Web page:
Live from Music Row Thursday morning on The Tennessee Star Report with Michael Patrick Leahy – broadcast on Nashville’s Talk Radio 98.3 and 1510 WLAC weekdays from 5:00 a.m. to 8:00 a.m. – host Leahy welcomed Knox County Mayor Glenn Jacobs to the newsmakers line to discuss his background and political philosophy motivating his quest for U.S. term limits.
Leahy: We are joined now on the newsmaker line by Glenn Jacobs, mayor of Knox County and the state chair for U.S. term limits. Good morning, Mayor Jacobs.
Jacobs: Hey, Michael, how are you this morning?
Leahy: Well, we’re delighted to have you on. I think you’ve been on our program a couple of times before to talk about politics in general.
Now you just became the state chairman for U.S. term limits. Tell us why you’ve chosen to accept this responsibility and why it’s important.
Jacobs: Term limits, I think, are very important. They’re a way that specifically talking about congressional term limits here, that maybe we can start the process of fixing Congress.
The country is extremely divided and Congress is broken. That’s the one thing that we can all agree on. I think that term is can help start the process of maybe fixing Congress or at least getting people in Congress that can help fix it.
So I think it is very important. And I also think it’s something that everyone pretty much agrees on across Tennessee. Congressional term limits have 78 percent approval rating.
So it’s something that we all agree on. And in this time when our nation is so divided, if nothing else, that’s a good thing and a positive cause that we could all get behind.
Leahy: And that’s a very important point. It’s something that we can all get behind. I was reading over the weekend a book by Daniel Boorstein about the Americans, the late Daniel Boorstein.
And what he said was what really made America great was not what we disagreed over, but the fact that there were a number of things upon which we could agree. So it sounds like you have a similar political philosophy.
Jacobs: Absolutely. A lot of the issues I think the country faces, they start with the media and how the media divides us, and how politicians divide us.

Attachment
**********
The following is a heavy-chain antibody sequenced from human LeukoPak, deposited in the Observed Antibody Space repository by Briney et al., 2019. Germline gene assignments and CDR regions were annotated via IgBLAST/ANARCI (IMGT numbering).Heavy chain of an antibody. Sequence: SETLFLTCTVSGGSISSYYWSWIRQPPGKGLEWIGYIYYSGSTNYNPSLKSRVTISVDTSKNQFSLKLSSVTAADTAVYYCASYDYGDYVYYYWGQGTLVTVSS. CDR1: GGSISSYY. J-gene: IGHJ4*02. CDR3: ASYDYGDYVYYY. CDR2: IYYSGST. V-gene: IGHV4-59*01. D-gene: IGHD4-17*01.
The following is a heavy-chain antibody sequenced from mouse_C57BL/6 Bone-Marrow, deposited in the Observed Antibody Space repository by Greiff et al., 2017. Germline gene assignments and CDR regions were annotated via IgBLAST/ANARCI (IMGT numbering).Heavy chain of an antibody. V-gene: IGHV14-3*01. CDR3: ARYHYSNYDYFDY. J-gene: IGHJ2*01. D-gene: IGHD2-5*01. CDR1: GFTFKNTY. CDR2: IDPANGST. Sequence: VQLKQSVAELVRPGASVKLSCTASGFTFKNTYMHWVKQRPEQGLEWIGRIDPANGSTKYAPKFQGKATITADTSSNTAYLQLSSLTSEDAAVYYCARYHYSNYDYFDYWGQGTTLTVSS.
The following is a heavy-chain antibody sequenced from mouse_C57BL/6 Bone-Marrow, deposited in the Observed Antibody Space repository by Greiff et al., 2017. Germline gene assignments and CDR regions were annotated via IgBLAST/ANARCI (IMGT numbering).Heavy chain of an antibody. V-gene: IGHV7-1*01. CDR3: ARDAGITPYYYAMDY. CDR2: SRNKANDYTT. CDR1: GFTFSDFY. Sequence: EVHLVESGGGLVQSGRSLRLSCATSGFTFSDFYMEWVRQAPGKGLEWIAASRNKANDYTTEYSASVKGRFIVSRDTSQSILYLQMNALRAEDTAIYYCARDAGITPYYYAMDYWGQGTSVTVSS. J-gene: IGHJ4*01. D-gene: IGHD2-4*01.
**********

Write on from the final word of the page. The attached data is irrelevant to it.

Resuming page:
There are some things that people aren’t going to agree on frankly. And I know that and you know that, too. There are folks on the left, and I’m just never going to agree with them on a lot of issues.
But instead of concentrating on those, let’s work with the people that we can work with on the issues that we do agree on. I think what happens too often is we start where we disagree and kind of work our way from there, instead of starting where we agree and understanding that there are things we’re going to disagree on.
Agreeing to disagree on those things but working on the things that we do agree on. I think we’d be in a much better place.
Leahy: I note here in Tennessee that you’re backing a passage of House Joint Resolution Eight. Our good friend State Representative Chris Todd from Jackson was the sponsor of that bill. It passed the House 53-34 in April.
It hasn’t made it to the Senate. It is going to come back in January when the Tennessee General Assembly reconvenes. Will you be coming into Nashville to speak before the Tennessee General Assembly in support of that resolution?
Jacobs: I’m sure I will. We’ll be going around the date, actually, to build support for the Senate passing the HR8. So far, four states have called for an Article Five Convention, which is what we’re talking about here.
It is a convention called by these states to propose an amendment to the United States Constitution. In this case, would be to term limit Congress.
Once that legislation passes the Senate, Tennessee would become the fifth state. Then the amendment would go back to the state legislatures for modification.
Takes three-quarters of the state legislatures voting affirmatively to ratify that. It’s about 38 of them.
The process is still in its early stages, and I think it would be wonderful if, like we do with so many other things, Tennessee would be one of the states that leads the way.